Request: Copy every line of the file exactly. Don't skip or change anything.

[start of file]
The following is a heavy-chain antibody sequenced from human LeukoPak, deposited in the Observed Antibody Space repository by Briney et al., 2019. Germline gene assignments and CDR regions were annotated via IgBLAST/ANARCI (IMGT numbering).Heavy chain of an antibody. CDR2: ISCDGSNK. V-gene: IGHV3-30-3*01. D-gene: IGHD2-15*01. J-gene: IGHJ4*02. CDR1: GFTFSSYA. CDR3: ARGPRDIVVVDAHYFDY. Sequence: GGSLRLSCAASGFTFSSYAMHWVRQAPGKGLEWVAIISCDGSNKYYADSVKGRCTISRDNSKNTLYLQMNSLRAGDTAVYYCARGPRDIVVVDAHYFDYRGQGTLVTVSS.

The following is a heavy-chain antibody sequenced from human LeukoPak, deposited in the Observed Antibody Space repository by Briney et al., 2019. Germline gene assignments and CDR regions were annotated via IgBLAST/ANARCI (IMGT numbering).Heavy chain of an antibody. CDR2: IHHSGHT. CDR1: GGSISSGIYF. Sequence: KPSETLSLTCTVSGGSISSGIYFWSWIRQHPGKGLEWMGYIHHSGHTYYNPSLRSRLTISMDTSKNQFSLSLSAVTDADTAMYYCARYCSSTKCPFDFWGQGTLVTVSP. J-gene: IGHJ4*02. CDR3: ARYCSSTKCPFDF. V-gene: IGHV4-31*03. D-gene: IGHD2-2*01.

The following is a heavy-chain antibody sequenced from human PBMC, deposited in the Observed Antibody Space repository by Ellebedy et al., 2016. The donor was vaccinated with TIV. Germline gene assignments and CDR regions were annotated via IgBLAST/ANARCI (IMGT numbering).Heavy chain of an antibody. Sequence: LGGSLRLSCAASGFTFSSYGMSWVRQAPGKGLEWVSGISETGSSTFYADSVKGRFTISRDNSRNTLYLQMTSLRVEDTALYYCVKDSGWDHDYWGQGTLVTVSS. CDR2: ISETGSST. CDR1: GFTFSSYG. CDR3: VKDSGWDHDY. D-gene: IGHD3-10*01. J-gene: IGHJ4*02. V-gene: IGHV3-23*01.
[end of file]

The following is a heavy-chain antibody sequenced from human LeukoPak, deposited in the Observed Antibody Space repository by Briney et al., 2019. Germline gene assignments and CDR regions were annotated via IgBLAST/ANARCI (IMGT numbering).Heavy chain of an antibody. CDR2: ISCDGSNK. V-gene: IGHV3-30-3*01. D-gene: IGHD2-15*01. J-gene: IGHJ4*02. CDR1: GFTFSSYA. CDR3: ARGPRDIVVVDAHYFDY. Sequence: GGSLRLSCAASGFTFSSYAMHWVRQAPGKGLEWVAIISCDGSNKYYADSVKGRCTISRDNSKNTLYLQMNSLRAGDTAVYYCARGPRDIVVVDAHYFDYRGQGTLVTVSS.

The following is a heavy-chain antibody sequenced from human LeukoPak, deposited in the Observed Antibody Space repository by Briney et al., 2019. Germline gene assignments and CDR regions were annotated via IgBLAST/ANARCI (IMGT numbering).Heavy chain of an antibody. CDR2: IHHSGHT. CDR1: GGSISSGIYF. Sequence: KPSETLSLTCTVSGGSISSGIYFWSWIRQHPGKGLEWMGYIHHSGHTYYNPSLRSRLTISMDTSKNQFSLSLSAVTDADTAMYYCARYCSSTKCPFDFWGQGTLVTVSP. J-gene: IGHJ4*02. CDR3: ARYCSSTKCPFDF. V-gene: IGHV4-31*03. D-gene: IGHD2-2*01.

The following is a heavy-chain antibody sequenced from human PBMC, deposited in the Observed Antibody Space repository by Ellebedy et al., 2016. The donor was vaccinated with TIV. Germline gene assignments and CDR regions were annotated via IgBLAST/ANARCI (IMGT numbering).Heavy chain of an antibody. Sequence: LGGSLRLSCAASGFTFSSYGMSWVRQAPGKGLEWVSGISETGSSTFYADSVKGRFTISRDNSRNTLYLQMTSLRVEDTALYYCVKDSGWDHDYWGQGTLVTVSS. CDR2: ISETGSST. CDR1: GFTFSSYG. CDR3: VKDSGWDHDY. D-gene: IGHD3-10*01. J-gene: IGHJ4*02. V-gene: IGHV3-23*01.